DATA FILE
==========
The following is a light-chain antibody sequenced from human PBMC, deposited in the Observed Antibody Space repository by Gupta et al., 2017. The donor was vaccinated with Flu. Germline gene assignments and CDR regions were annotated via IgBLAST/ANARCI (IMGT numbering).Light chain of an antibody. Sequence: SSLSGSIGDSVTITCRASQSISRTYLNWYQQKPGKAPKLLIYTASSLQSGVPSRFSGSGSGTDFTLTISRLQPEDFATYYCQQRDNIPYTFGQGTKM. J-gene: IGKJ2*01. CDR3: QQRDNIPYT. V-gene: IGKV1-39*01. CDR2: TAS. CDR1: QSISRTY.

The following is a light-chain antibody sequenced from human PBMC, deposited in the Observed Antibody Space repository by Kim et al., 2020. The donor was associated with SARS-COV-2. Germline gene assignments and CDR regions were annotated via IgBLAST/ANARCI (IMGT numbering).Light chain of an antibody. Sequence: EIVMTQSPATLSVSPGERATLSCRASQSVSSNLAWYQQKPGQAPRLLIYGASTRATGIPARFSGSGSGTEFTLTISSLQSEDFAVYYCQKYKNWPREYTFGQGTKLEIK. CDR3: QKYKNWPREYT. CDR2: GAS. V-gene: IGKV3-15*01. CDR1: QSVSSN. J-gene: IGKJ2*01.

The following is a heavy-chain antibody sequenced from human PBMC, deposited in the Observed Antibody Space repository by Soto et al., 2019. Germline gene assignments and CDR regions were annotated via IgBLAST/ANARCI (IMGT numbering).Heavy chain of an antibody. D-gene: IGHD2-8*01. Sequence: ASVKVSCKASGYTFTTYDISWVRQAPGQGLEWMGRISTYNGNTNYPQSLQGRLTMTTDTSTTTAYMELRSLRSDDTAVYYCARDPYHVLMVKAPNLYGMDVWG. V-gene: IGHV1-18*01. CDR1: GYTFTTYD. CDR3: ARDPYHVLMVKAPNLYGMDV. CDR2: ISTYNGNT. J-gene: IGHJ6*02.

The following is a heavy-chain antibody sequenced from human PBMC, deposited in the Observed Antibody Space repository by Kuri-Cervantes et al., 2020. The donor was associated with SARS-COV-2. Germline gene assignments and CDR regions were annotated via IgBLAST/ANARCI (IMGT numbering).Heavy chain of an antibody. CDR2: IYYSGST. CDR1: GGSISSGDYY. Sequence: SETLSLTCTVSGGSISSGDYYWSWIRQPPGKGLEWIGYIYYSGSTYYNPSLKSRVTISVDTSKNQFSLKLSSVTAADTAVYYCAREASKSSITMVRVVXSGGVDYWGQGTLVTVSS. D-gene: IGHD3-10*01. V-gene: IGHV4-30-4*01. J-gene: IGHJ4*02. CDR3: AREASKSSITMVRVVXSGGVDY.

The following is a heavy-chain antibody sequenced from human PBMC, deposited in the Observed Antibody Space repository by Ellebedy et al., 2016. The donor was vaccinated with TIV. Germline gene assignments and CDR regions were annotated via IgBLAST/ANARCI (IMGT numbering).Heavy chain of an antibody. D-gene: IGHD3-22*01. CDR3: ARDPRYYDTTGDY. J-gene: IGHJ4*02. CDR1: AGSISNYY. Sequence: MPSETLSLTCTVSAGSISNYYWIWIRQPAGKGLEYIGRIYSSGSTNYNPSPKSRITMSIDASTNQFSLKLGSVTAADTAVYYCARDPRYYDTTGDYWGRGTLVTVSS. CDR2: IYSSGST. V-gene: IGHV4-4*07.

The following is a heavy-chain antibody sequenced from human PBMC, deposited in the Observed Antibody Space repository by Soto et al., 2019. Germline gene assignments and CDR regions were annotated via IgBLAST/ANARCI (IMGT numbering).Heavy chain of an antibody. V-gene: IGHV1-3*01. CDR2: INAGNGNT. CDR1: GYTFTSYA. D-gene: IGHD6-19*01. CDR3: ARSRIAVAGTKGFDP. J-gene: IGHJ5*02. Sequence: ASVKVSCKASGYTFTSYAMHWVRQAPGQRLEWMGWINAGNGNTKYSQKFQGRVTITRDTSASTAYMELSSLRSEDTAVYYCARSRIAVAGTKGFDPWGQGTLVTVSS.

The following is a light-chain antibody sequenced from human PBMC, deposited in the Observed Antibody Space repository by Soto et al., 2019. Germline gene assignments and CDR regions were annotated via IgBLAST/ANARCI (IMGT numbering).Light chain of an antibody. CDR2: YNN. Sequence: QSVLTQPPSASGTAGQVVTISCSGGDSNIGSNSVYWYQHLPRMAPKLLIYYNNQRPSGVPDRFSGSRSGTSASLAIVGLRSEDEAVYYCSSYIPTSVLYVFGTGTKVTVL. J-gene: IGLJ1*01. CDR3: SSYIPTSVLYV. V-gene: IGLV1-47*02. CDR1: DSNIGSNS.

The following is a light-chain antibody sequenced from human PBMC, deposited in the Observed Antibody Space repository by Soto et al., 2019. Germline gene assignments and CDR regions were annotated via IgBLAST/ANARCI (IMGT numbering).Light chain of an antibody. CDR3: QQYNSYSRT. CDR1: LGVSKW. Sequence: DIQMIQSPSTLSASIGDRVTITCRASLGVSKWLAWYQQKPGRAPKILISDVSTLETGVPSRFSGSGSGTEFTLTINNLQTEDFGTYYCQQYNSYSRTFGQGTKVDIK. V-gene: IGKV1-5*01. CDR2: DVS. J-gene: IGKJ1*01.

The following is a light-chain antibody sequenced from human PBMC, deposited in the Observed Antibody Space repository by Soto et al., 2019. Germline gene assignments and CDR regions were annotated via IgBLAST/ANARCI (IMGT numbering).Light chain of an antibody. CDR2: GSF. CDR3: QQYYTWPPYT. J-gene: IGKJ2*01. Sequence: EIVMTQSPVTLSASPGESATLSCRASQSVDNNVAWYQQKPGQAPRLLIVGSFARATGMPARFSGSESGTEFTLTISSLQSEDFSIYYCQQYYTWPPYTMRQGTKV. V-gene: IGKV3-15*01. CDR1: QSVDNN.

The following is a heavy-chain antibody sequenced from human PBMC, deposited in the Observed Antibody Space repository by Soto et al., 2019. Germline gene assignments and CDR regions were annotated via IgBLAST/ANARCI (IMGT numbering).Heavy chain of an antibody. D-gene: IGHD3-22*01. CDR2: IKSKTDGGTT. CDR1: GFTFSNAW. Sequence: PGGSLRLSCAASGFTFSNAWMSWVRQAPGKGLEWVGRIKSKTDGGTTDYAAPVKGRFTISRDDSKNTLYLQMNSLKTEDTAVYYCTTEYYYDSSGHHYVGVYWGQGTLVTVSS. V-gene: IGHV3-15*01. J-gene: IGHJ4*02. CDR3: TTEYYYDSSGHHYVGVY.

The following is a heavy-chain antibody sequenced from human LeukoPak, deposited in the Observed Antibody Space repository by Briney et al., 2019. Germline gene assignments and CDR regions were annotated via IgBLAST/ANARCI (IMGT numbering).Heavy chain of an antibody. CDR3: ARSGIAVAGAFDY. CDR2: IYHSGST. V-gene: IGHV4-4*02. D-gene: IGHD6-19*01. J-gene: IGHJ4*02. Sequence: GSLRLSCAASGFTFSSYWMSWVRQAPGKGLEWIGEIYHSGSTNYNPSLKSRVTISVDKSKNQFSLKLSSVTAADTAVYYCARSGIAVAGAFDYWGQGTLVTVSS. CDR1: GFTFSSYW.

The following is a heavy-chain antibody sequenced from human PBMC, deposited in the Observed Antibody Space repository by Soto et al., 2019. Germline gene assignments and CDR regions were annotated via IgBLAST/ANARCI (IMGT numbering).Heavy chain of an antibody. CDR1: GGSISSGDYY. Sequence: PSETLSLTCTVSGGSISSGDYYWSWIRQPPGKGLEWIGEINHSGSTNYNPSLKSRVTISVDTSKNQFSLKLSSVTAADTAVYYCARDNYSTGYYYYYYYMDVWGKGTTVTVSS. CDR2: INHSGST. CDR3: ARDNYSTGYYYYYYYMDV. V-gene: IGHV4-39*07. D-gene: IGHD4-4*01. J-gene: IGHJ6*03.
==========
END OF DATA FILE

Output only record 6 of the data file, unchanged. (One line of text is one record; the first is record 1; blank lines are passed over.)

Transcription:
The following is a heavy-chain antibody sequenced from human PBMC, deposited in the Observed Antibody Space repository by Soto et al., 2019. Germline gene assignments and CDR regions were annotated via IgBLAST/ANARCI (IMGT numbering).Heavy chain of an antibody. V-gene: IGHV1-3*01. CDR2: INAGNGNT. CDR1: GYTFTSYA. D-gene: IGHD6-19*01. CDR3: ARSRIAVAGTKGFDP. J-gene: IGHJ5*02. Sequence: ASVKVSCKASGYTFTSYAMHWVRQAPGQRLEWMGWINAGNGNTKYSQKFQGRVTITRDTSASTAYMELSSLRSEDTAVYYCARSRIAVAGTKGFDPWGQGTLVTVSS.